By application of March 11, 2003, a petitioner requested administrative reconsideration of the Department's negative determination regarding eligibility for workers and former workers of the subject firm to apply for Trade Adjustment Assistance (TAA). The denial notice was signed on February 14, 2003 and published in the Federal Register on March 10, 2003 (68 FR 11409).
Pursuant to 29 CFR 90.18(c) reconsideration may be granted under the following circumstances:
(1) If it appears on the basis of facts not previously considered that the determination complained of was erroneous;
(2) if it appears that the determination complained of was based on a mistake in the determination of facts not previously considered; or
(3) if in the opinion of the Certifying Officer, a mis-interpretation of facts or of the law justified reconsideration of the decision.
The TAA petition, filed on behalf of workers at Universal Instruments Corporation, a subsidiary of Dover Corporation, Surface Mount Division, Conklin, New York, was denied because the “contributed importantly” group eligibility requirement of Section 222(3) of the Trade Act of 1974, as amended, was not met. Imports of electronic assembly equipment did not contribute importantly to layoffs at the subject firm.
The request for reconsideration alleges that the company was importing competitive products from China. To further support this allegation, a page was attached to the reconsideration request titled “China Manufacturing Localization Program”, with a series of products and part numbers. The form also appears to contain information about vendors who are bidding on production for different parts and, in some cases vendors who were selected. The petitioner asserted that all of these parts involved Chinese production “now and in future”. She further asserted that all of these parts were being imported back to the subject facility “to be installed and tested”. The petitioner made particular note of two parts: Flexjet spindle assemblies and dual beam cable harnesses. Although not stated directly, it appears that the petitioner is implying that these alleged imported products are like or directly competitive with products produced at the subject firm and therefore the petitioning workers should be eligible for trade adjustment assistance.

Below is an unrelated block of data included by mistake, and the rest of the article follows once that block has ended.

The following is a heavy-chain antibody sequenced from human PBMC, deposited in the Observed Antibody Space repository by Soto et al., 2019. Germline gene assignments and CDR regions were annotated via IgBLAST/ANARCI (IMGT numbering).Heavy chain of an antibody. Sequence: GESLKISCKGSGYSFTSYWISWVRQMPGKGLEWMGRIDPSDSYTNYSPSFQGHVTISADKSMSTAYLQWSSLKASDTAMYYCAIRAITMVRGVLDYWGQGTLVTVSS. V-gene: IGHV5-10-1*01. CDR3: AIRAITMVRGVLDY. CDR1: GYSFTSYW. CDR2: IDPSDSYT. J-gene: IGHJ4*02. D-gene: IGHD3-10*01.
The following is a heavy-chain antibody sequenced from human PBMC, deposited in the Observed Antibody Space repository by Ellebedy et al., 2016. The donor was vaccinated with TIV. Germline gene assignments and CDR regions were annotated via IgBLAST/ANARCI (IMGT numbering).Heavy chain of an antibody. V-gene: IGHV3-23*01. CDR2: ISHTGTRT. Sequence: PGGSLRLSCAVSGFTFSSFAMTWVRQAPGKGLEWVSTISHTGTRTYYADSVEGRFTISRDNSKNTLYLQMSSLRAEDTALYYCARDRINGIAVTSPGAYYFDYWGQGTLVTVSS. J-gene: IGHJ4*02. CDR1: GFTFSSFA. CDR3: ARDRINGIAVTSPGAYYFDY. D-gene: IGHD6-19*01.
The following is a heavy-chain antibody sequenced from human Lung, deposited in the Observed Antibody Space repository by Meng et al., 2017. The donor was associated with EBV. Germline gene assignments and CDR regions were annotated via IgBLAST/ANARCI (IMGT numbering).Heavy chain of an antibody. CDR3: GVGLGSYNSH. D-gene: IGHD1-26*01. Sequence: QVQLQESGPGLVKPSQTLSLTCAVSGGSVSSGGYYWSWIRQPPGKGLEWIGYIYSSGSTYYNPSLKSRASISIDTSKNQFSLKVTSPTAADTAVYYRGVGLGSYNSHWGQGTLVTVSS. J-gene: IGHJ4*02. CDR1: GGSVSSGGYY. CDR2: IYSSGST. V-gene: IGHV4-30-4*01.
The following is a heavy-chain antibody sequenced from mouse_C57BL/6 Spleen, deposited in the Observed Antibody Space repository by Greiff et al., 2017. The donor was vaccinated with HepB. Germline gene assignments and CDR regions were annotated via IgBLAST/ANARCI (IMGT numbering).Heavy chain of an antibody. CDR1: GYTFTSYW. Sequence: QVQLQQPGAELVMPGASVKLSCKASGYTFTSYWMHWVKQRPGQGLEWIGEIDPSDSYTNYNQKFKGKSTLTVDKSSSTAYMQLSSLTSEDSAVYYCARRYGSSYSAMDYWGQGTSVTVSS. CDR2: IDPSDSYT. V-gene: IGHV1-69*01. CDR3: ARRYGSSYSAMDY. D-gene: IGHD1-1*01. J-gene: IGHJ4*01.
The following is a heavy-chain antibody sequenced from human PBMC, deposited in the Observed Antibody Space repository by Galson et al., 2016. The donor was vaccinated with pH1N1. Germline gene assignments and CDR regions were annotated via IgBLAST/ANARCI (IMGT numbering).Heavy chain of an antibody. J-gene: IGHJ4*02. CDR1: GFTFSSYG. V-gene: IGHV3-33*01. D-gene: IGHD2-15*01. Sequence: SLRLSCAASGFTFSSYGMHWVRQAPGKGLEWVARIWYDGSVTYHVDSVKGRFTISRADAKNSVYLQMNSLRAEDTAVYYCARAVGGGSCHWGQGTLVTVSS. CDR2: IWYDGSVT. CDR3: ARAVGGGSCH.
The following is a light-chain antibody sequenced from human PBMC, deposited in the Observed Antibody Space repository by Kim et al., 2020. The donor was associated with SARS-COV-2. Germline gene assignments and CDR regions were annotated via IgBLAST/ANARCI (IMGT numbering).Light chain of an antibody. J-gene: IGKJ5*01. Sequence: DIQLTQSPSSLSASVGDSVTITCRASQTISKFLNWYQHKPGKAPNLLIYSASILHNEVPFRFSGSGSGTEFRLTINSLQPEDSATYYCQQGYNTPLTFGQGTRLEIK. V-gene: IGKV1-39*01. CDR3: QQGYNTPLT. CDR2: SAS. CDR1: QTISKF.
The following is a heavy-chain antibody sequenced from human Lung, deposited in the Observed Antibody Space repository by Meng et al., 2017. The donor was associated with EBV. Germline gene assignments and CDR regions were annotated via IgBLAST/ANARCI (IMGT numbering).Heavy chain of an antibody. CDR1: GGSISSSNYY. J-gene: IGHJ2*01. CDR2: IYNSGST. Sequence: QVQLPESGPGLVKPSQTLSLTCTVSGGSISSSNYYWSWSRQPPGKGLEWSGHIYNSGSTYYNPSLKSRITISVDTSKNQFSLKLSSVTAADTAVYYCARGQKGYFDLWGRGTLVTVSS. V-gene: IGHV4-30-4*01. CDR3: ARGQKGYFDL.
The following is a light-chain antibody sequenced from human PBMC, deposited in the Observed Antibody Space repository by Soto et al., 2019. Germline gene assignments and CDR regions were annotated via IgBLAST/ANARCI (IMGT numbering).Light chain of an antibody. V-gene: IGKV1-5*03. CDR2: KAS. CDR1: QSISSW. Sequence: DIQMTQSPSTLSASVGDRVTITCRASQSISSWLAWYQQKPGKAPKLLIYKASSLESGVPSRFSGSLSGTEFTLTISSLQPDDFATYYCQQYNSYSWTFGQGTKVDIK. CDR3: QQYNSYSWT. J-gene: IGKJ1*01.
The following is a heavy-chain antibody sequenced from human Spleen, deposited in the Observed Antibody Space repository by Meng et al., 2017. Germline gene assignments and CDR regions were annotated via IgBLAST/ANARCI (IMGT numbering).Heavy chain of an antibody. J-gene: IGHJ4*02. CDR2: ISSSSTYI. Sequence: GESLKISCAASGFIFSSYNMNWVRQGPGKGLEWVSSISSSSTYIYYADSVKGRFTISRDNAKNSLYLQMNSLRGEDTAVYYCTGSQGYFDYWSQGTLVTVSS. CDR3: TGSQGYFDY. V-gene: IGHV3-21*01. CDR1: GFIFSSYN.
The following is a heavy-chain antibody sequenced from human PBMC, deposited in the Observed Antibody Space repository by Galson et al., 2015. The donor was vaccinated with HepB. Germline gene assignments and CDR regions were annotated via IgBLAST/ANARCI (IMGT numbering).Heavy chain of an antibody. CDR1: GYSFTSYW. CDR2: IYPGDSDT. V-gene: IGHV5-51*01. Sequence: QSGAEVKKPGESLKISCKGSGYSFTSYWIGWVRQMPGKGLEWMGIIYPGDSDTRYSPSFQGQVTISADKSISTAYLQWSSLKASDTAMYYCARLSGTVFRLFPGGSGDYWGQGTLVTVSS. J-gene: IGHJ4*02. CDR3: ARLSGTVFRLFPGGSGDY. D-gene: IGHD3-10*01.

When contacted in regard to these allegations, a company official confirmed data that was revealed in the original investigation, that while the company had shifted production to China, this production was used exclusively to serve the Asian market and thus there were no imports. He further stated that the company had several localization projects, but they all involved production that had always been outsourced and therefore not produced by the company. Additionally, the China localization project involved finding vendors closed to Asian manufacturing facilities that served local customers and therefore do not involve U.S. imports.
In regard to the two parts highlighted by the petitioner, the company contact stated that the Flexjet spindle assemblies were currently outsourced to a domestic producer, and that dual beam cable harnesses had never actually been made by the subject facility.
After review of the application and investigative findings, I conclude that there has been no error or misinterpretation of the law or of the facts which would justify reconsideration of the Department of Labor's prior decision. Accordingly, the application is denied.Start Signature
Signed at Washington, DC, this 21st day of April 2003.
Elliott S. Kushner,
Certifying Officer, Division of Trade Adjustment Assistance.
[FR Doc. 03-11283 Filed 5-6-03; 8:45 am]
BILLING CODE 4510-30-P